1. A quick report on our fun 2 night stay last weekend (4 shows: Hello Dolly, Wingfield's Inferno, Fallen Angels, Tempest) in Stratford. We had one of the best meals we have ever had at Wolfey's in nearby St. Mary's. Down the Street was also good and there were always lots of people in Garlic (hubbie said salmon salad carryout had too little dressing). Carter's was a disappointment (my strawberry rhubarb pie is tons better!). Way too much mayonnaise in everything at York Street Kitchen. We stayed at the Buckingham Hourse--a small quiet B&B in walking distance from the quaint downtown (www.buckinghamhouse.ca) where the breakfasts were excellent (e.g, quiche, fresh strawberries, rhubarb muffins, cereal, juice, coffee/tea). Ted was also creative for my lactose-intolerant hubbie. Have to dig up those menus...

                        1 Reply
                        1. re: lacontessa

                          Found the menus! For Buckingham House breakfast 1: strawberries & melon with lime yoghurt, orange date bread (no milk products), rhubarb muffins, pesto souffle, fresh orange juice, coffee/tea/hot chocolate, cereals & yoghurt. For Buckingham House breakfast 2: local strawberries with cointreau, spiced pumpkin seed bread (no milk products), whole wheat irish soda bread with currants and pecans, sunday quiche and sausages, fresh orange juice, coffee/tea/hot chocolate, cereals & yoghurt. Woolfy's at Wildwood (St Mary's) dessert for me was delicious chocolate brownie triangles with sour cream ice cream and chocolate sauce. Hubbie's desert was a huge slice of meringue (non-dairy) with two different kinds of fruit couli. Hubbie had scallop appetizer with steak on non-dairy mashed potatoes--he loved his meal. My guinea hen was a little sweet, but, the appetizer was a yummy hot soup of 3 vegetables (beets, can't remember the others).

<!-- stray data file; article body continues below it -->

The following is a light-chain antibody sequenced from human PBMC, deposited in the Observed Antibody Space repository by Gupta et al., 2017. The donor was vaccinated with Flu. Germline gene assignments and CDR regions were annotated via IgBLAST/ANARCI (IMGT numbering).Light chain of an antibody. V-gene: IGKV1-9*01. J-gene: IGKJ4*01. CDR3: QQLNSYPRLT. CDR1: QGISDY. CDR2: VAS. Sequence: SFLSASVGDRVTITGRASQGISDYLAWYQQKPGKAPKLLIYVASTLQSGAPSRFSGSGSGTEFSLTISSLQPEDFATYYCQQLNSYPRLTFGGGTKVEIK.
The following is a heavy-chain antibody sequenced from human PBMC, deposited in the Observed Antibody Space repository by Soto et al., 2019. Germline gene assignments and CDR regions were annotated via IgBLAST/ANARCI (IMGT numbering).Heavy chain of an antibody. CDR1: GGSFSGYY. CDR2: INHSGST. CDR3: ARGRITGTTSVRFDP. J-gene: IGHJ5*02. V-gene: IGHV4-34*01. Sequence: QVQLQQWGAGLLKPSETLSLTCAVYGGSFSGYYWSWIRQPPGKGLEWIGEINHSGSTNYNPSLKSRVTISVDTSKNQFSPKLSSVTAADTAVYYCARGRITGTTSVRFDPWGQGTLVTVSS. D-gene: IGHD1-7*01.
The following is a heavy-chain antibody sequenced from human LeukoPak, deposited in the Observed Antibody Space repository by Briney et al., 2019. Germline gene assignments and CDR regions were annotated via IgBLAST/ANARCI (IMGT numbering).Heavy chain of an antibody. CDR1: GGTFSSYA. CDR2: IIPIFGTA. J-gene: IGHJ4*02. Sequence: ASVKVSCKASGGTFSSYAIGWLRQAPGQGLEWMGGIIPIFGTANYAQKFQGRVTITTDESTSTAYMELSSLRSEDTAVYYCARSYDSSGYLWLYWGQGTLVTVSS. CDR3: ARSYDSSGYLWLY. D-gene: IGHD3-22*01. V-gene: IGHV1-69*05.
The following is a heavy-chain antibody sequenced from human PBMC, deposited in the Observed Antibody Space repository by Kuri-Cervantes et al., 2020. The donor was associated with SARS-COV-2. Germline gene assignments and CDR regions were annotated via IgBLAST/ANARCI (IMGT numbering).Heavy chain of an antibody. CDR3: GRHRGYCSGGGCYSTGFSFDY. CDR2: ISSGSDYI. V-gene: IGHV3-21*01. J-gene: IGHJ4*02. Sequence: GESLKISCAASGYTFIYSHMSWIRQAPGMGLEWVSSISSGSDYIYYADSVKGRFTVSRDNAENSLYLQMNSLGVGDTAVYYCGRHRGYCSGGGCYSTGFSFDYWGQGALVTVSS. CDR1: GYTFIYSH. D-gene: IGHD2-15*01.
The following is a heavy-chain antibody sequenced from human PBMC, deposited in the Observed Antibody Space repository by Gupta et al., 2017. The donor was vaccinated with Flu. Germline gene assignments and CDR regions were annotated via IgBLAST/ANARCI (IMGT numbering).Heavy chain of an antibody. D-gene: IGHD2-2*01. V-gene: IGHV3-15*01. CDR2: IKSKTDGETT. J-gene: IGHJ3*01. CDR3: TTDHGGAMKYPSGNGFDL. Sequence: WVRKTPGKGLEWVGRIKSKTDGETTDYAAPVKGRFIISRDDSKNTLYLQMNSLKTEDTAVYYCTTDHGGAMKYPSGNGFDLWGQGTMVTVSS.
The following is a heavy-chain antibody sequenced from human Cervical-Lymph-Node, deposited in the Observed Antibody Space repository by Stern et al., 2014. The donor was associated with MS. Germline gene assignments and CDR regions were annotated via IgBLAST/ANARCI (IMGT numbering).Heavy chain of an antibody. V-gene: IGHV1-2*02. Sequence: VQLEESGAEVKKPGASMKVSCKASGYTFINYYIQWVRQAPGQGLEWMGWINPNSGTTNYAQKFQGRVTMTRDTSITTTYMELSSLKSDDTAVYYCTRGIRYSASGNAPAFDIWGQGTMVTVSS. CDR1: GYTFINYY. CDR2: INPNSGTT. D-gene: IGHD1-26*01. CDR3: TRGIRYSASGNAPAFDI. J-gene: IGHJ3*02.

2. We go to Stratford each year and anticipate our trip in a few weeks. We have had great success with Bijou: really creative,